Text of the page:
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Are we intuitive about our health? Hell no! On animals and the limits of self-care

 •  • by Paul Ingraham
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Weekly nuggets of pain science news and insight, usually 100-300 words, with the occasional longer post. The blog is the “director’s commentary” on the core content of a library of major articles and books about common painful problems and popular treatments. See the blog archives or updates for the whole site.

Russian wellness influencer Zhanna D’Art has allegedly died from taking her own advice: a “fully fruit-based-low-fat diet” probably caused malnutrition and infections that finally killed her. There have been many deaths by self-help like this over the years, but they are certainly out at the edges of the bell curve. For every tragic death by self-care, how many less extreme cases are there? People feeling merely rather or somewhat unwell thanks to their misguided wellness optimizations? And then rationalizing and justifying their symptoms as part of the process, maybe a “healing crisis”?

Or, worst of all, how many misinterpret their symptoms as the reason for their efforts? “I feel awful today, so I should eat even more fruit.”

Distrust of doctors, medicine, and science is rampant, of course, and more people than ever are trying to help themselves. Long ago, a popular blog post went viral by arguing that “animals just like you have been taking health into their own hands and paws for millions of years.” Cute, quotable, and there is some truth in that, of course … but it also rings hollow for the victims of dire medical problems and chronic pain, and countless less serious problems that just cannot be “hacked.”

Chronic pain in particular seems to inspire quixotic and reckless self-help experiments, probably because pain is damned motivating, and because there is no other kind of help to be had. And so I have witnessed many cases of people who pursued futile, expensive, and risky self-help strategies — believing themselves to be “educated” and “empowered,” when in truth they were far from it. I don’t know anyone who has died trying to treat their own pain, but I have personally known dozens who suffered more than they had to, and seen clear evidence of hundreds more examples in my correspondence and on social media.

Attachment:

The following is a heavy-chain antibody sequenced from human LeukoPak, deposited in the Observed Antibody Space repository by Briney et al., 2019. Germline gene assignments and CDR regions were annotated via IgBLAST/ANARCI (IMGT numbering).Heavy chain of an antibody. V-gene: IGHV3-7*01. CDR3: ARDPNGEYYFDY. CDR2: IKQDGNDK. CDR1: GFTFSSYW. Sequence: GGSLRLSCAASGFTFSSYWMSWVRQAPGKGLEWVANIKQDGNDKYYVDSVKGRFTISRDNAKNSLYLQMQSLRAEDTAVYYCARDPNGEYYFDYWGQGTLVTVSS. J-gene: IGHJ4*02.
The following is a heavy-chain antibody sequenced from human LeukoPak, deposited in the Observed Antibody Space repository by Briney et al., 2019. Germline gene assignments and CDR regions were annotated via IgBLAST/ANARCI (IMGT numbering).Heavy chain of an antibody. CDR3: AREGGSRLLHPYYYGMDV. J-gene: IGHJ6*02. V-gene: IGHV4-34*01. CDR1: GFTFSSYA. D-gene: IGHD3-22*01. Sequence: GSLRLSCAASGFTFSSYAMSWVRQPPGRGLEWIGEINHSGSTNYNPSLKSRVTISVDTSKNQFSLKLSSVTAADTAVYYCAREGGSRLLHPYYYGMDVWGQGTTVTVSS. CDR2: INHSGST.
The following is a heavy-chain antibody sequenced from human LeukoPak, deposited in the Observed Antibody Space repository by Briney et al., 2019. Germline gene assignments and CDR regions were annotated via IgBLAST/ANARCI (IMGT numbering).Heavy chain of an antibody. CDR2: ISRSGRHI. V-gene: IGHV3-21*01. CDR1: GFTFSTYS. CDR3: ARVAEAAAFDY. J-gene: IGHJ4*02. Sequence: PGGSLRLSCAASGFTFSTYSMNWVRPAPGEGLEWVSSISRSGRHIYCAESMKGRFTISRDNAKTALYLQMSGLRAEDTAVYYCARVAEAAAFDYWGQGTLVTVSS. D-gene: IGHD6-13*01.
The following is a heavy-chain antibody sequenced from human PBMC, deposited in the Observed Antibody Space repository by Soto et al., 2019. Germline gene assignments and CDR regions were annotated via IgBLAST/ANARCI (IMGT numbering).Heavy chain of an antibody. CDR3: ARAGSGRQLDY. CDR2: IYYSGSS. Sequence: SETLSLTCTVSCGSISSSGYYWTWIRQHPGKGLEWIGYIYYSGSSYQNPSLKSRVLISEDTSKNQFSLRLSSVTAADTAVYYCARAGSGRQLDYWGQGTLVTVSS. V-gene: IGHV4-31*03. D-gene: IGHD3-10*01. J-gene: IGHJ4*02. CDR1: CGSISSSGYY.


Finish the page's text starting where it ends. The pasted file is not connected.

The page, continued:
Human animals are really not innately good at “taking health into their own hands.” Indeed, we routinely screw it up royally! We are tormented by countless afflictions utterly beyond our power to prevent or treat — with or without professional help. “And so it goes” (Vonnegut).

Whether you’re getting help, or trying to help yourself, the focus should always, relentlessly be on what is cheapest, safest, and most believable. That’s great in theory, but humans struggle greatly with these. We are rotten with magical thinking and seemingly itching to win a Darwin Award. Exhibit A (out of millions of examples):

Screen grab of a social media post showing a dangerously ignorant request for self-help advice for treating an infection, and three dangerously ignorant replies. The post reads: “Can anyone help! Hubby put a drill into his leg 3 days ago. We’ve had it covered and bandaged, also put colloidal silver on it. It has healed over the top and scabbed already but is now getting hot and red suggesting infection and not healed deeper down. What now? More colloidal silver? OR should I do the castor oil wrap?” The first reply is “AVOID TETANUS JAB!” The second is “Don’t get tetanus, unless he works directly with cow poop he doesn’t need it. Homeopathic remedies !!!! 1000% get” And the third: “Onion wrap in his socks each night will draw the nasty bacteria from his body.”

Seriously, non-human animals are way better at self-care than this. They do not, at least, actively sabotage themselves. As one commenter put it, “Hubby is going to need one less onion sock in the future.”

I’ve added this blurb to two permanent articles on Popular but Weird & Dangerous Cures and The False Humility of “Facilitating” Healing.

PainSci Member Login » Submit your email to unlock member content. If you can’t remember/access your registration email, please contact me. ~ Paul Ingraham, PainSci Publisher